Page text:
Reaction Models from Reactive Molecular Dynamics and High-Level Kinetics Predictions


The need for understanding networks of reaction pathways arises from various fields of science and industry, such as combustion technology (EXC236) or polymerization (SFB985). For the optimal design of engines and reactors several global properties of the relevant reaction mechanisms have to be determined. In the field of combustion technology one of the most important global properties is the time the fuel requires to start burning, after ignition was triggered. Determining the delay between trigger and ignition is done experimentally e.g. by shock tube experiments. Deriving the parameters of the underlying kinetic model from this global quantity is an inverse problem. Although additional experiments could aid solving this inverse problem, experiments are expensive, time-consuming and require a minimum amount of fuel. The speed of ignition, i.e. the reciprocal of the ignition delay time, is dominated by the speed of reactions of the underlying mechanism. Investigating the reaction rates of the mechanism yields information about the fuel's combustion chemistry. In contrast, focusing on a single global property offers only a narrow insight on the fuels behavior. Therefore, the best way for predicting the combustion behavior of a fuel is to determine its reaction kinetics. Unfortunately, parameters of the mechanisms used to predict global properties still lack quality and quantity in reproducing reality. This is due to the vast amount of parameters to be determined by only few global properties. Even for the most simple combustion reaction equation, H2 + ½O2 à H2O, the mechanism of reaction includes eight different species and nineteen different reactions [1]. Such a small system might be investigated experimentally only. However, for larger reaction networks the number of unknown parameters exceeds the number of available independent experiments by an order of magnitude at least. Further, some of the species are short-lived and therefore hard to measure. The difficulties in obtaining the parameters of a mechanism from experiments in combination with their costs necessitate the use of computational methods. Ab initio calculations yield information about possible reaction pathways and reaction rates. Although the accuracy of ab initio calculations is often considered to be lower than the accuracy of experiments, results of computational investigations are even more reliable in some cases [2].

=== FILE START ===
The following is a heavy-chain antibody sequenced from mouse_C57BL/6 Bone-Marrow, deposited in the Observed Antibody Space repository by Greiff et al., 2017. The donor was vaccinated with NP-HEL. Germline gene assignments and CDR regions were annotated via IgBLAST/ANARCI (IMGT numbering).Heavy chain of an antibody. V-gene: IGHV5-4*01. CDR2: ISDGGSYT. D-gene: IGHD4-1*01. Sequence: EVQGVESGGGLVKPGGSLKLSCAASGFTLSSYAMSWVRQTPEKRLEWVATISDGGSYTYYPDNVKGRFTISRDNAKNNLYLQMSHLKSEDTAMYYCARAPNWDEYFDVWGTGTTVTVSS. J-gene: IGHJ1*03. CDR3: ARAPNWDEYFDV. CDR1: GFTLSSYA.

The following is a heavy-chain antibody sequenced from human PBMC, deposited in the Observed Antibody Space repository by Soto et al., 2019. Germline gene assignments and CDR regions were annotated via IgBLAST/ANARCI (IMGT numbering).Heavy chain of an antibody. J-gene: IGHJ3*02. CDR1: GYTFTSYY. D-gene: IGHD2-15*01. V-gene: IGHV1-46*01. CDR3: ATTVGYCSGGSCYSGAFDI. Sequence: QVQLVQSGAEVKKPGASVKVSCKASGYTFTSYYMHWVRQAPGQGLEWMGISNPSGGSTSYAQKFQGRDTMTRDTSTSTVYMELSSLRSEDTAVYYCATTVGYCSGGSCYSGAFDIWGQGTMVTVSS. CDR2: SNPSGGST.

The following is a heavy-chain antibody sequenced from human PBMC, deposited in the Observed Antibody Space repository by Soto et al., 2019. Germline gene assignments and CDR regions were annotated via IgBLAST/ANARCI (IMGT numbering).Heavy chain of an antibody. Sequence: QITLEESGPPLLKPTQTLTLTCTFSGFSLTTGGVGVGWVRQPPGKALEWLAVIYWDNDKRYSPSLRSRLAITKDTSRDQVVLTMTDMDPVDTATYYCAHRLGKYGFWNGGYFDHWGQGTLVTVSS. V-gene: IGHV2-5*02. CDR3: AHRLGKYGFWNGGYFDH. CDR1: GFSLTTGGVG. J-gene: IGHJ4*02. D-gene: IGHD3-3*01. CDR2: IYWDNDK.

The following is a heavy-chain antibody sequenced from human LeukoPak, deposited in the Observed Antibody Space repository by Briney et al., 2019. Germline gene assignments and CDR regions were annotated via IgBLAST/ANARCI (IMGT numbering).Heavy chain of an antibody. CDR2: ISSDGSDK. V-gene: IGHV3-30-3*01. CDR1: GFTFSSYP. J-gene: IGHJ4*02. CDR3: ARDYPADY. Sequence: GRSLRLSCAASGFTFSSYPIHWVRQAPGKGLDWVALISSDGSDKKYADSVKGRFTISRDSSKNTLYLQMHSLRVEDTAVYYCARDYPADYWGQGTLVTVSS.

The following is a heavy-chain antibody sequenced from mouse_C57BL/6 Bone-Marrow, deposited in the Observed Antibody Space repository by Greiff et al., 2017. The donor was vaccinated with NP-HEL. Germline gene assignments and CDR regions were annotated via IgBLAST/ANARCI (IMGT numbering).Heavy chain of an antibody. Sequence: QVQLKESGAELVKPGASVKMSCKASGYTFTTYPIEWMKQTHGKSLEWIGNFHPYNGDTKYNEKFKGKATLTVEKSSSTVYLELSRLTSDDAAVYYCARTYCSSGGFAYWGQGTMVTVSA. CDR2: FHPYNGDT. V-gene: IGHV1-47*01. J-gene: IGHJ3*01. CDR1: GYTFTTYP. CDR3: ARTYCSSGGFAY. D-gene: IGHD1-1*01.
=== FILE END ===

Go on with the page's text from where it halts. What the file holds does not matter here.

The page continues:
[1] Li, J., Zhao, Z., Kazakov, A., Dryer, F. L.: An Updated Comprehensive Kinetic Model of Hydrogen Combustion. International Journal of Chemical Kinetics, 36, 566-575, 2004

[2] Noble, B.B., Coote, M.L.: First Principles Modelling of Free-Radical Polymerization Kinetics. Internal Reviews in Physical Chemistry, 32 (3), 467-513, 2013